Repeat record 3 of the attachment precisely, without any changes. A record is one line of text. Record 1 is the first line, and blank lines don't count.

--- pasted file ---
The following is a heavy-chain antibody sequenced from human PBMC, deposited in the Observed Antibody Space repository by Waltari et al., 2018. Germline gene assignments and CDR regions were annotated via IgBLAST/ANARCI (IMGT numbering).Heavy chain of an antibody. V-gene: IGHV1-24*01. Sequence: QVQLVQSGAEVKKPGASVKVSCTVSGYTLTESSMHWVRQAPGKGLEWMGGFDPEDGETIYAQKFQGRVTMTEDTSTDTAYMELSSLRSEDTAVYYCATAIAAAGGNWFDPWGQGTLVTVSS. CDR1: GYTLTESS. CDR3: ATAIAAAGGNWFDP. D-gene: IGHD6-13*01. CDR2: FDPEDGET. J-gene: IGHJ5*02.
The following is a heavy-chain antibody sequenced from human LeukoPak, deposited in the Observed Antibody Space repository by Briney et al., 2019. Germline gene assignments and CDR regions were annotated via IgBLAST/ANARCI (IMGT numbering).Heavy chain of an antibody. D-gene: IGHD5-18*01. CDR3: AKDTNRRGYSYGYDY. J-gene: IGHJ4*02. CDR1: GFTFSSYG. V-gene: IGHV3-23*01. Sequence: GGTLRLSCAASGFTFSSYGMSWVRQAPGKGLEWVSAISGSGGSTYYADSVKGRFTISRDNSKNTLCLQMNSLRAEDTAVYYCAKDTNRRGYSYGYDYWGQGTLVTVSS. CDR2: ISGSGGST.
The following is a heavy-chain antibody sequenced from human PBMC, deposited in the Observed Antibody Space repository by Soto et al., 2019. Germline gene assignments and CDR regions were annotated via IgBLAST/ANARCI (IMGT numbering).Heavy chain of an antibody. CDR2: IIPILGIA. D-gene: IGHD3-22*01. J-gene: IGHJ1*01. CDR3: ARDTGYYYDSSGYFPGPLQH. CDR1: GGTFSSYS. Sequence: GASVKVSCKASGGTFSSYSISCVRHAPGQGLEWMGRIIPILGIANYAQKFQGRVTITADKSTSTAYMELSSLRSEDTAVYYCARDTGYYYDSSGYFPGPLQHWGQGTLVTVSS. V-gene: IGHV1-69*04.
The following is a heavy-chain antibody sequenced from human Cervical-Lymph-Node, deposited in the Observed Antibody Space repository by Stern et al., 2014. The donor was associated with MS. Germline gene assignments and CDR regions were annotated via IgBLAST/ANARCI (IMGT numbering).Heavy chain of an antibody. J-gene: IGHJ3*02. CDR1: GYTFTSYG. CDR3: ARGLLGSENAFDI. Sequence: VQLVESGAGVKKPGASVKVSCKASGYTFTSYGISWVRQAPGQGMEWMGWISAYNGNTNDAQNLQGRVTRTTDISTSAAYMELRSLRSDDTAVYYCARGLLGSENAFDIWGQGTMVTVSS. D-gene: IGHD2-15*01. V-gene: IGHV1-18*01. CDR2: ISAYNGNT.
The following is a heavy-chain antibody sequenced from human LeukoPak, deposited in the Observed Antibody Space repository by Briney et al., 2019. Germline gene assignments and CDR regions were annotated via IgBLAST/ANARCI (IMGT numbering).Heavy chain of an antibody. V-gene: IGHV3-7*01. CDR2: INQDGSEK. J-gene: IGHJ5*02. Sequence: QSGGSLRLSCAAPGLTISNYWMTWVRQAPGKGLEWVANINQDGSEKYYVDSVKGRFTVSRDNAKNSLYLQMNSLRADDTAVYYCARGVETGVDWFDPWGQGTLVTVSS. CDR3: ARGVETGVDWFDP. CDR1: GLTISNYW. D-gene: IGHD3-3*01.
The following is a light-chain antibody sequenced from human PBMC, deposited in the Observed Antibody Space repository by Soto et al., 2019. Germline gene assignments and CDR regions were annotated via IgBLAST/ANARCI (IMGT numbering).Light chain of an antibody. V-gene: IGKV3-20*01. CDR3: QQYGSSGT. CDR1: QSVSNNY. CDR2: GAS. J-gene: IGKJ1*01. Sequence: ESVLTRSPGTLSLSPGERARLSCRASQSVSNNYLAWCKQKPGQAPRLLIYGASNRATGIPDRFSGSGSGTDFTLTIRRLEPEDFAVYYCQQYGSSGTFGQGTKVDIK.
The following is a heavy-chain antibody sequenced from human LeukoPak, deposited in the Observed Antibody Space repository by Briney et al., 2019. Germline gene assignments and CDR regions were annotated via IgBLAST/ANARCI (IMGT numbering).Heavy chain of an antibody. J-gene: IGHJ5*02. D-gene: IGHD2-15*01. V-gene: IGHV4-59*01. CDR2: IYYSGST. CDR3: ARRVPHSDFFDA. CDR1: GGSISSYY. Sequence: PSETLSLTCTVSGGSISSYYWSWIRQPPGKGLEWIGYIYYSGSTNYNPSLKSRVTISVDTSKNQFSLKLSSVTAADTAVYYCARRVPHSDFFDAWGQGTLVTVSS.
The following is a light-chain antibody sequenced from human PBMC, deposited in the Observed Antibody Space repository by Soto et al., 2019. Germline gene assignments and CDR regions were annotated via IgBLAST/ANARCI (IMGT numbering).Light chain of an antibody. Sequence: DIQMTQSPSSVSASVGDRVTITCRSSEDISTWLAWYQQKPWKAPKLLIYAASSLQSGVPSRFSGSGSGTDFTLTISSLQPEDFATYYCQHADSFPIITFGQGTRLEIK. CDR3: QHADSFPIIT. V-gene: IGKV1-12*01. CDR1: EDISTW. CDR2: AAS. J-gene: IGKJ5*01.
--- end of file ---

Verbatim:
The following is a heavy-chain antibody sequenced from human PBMC, deposited in the Observed Antibody Space repository by Soto et al., 2019. Germline gene assignments and CDR regions were annotated via IgBLAST/ANARCI (IMGT numbering).Heavy chain of an antibody. CDR2: IIPILGIA. D-gene: IGHD3-22*01. J-gene: IGHJ1*01. CDR3: ARDTGYYYDSSGYFPGPLQH. CDR1: GGTFSSYS. Sequence: GASVKVSCKASGGTFSSYSISCVRHAPGQGLEWMGRIIPILGIANYAQKFQGRVTITADKSTSTAYMELSSLRSEDTAVYYCARDTGYYYDSSGYFPGPLQHWGQGTLVTVSS. V-gene: IGHV1-69*04.